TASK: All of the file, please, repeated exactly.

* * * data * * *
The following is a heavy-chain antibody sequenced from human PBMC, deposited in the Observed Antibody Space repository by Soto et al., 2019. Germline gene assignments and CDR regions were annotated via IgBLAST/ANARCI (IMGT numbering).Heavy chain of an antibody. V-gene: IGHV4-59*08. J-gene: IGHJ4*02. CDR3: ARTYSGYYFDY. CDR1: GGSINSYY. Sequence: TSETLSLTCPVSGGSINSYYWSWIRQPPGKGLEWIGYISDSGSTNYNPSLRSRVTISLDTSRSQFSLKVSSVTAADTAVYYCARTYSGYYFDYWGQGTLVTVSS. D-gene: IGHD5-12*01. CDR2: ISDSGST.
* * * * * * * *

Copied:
The following is a heavy-chain antibody sequenced from human PBMC, deposited in the Observed Antibody Space repository by Soto et al., 2019. Germline gene assignments and CDR regions were annotated via IgBLAST/ANARCI (IMGT numbering).Heavy chain of an antibody. V-gene: IGHV4-59*08. J-gene: IGHJ4*02. CDR3: ARTYSGYYFDY. CDR1: GGSINSYY. Sequence: TSETLSLTCPVSGGSINSYYWSWIRQPPGKGLEWIGYISDSGSTNYNPSLRSRVTISLDTSRSQFSLKVSSVTAADTAVYYCARTYSGYYFDYWGQGTLVTVSS. D-gene: IGHD5-12*01. CDR2: ISDSGST.